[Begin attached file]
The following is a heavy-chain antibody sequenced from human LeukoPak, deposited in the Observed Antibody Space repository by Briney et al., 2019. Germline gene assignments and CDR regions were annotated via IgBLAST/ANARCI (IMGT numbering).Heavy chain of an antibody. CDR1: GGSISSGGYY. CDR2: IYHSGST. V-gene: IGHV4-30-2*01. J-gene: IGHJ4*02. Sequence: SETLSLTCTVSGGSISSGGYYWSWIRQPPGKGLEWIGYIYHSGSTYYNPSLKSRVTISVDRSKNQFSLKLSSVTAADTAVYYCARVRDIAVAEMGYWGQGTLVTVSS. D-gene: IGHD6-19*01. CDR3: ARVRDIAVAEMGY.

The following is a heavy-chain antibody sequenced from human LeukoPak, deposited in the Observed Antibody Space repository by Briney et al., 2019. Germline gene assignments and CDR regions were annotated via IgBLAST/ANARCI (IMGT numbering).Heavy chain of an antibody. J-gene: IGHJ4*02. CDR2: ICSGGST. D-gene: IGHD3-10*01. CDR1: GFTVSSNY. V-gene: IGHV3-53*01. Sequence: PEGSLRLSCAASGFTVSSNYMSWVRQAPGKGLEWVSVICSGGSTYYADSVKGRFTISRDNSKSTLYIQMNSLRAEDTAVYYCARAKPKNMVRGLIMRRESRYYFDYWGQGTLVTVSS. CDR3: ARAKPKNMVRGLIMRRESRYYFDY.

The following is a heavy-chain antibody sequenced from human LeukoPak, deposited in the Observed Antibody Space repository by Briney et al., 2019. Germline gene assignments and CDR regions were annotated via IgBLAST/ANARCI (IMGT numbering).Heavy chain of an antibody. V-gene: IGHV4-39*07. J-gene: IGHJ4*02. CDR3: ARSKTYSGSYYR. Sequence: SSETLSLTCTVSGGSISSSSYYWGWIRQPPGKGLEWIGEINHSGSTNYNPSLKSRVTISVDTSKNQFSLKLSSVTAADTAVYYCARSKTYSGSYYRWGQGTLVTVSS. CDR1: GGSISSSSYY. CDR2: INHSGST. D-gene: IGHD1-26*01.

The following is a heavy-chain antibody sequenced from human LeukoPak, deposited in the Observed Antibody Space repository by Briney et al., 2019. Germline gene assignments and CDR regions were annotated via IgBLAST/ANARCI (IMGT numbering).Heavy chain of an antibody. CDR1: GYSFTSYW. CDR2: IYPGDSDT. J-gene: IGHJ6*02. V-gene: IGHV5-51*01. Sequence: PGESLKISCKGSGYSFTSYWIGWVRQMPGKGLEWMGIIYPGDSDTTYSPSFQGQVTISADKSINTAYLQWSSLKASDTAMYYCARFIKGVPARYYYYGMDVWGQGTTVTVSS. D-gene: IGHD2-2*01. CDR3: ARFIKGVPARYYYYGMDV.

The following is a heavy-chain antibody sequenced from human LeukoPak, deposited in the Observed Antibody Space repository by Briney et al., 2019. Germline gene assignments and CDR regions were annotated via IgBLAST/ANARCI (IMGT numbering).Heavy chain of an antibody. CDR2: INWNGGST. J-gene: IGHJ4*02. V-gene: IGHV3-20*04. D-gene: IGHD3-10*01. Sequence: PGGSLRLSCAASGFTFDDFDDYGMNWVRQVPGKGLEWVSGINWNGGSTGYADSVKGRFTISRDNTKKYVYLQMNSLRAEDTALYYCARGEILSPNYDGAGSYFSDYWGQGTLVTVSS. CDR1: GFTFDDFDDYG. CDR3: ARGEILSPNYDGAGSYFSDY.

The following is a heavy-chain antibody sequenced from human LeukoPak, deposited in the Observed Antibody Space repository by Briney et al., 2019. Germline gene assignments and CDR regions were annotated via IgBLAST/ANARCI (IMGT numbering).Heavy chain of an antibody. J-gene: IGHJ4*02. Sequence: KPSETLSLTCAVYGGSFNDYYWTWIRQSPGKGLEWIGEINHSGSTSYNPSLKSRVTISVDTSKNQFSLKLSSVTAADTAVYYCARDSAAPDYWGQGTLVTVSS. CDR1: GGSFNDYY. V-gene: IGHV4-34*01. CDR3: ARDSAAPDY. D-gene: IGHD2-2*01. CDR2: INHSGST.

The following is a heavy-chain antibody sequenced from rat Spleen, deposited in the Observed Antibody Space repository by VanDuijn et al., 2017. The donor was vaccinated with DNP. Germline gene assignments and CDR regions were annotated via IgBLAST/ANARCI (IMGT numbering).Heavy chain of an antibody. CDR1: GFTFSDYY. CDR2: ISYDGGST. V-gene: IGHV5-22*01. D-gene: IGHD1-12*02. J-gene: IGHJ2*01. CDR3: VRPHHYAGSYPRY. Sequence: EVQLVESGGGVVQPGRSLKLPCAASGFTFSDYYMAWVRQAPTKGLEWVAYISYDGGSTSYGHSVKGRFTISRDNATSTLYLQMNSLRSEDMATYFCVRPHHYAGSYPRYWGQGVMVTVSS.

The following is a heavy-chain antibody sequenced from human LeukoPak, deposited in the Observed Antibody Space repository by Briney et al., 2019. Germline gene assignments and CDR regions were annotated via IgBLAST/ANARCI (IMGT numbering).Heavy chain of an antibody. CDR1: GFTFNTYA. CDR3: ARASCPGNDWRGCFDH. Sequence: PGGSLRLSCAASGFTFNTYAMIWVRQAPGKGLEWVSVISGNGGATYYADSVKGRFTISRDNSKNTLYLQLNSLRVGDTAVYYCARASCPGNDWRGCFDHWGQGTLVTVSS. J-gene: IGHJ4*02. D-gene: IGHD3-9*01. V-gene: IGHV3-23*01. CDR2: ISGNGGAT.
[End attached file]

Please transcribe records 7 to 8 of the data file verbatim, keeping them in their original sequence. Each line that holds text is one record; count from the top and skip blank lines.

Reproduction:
The following is a heavy-chain antibody sequenced from rat Spleen, deposited in the Observed Antibody Space repository by VanDuijn et al., 2017. The donor was vaccinated with DNP. Germline gene assignments and CDR regions were annotated via IgBLAST/ANARCI (IMGT numbering).Heavy chain of an antibody. CDR1: GFTFSDYY. CDR2: ISYDGGST. V-gene: IGHV5-22*01. D-gene: IGHD1-12*02. J-gene: IGHJ2*01. CDR3: VRPHHYAGSYPRY. Sequence: EVQLVESGGGVVQPGRSLKLPCAASGFTFSDYYMAWVRQAPTKGLEWVAYISYDGGSTSYGHSVKGRFTISRDNATSTLYLQMNSLRSEDMATYFCVRPHHYAGSYPRYWGQGVMVTVSS.

The following is a heavy-chain antibody sequenced from human LeukoPak, deposited in the Observed Antibody Space repository by Briney et al., 2019. Germline gene assignments and CDR regions were annotated via IgBLAST/ANARCI (IMGT numbering).Heavy chain of an antibody. CDR1: GFTFNTYA. CDR3: ARASCPGNDWRGCFDH. Sequence: PGGSLRLSCAASGFTFNTYAMIWVRQAPGKGLEWVSVISGNGGATYYADSVKGRFTISRDNSKNTLYLQLNSLRVGDTAVYYCARASCPGNDWRGCFDHWGQGTLVTVSS. J-gene: IGHJ4*02. D-gene: IGHD3-9*01. V-gene: IGHV3-23*01. CDR2: ISGNGGAT.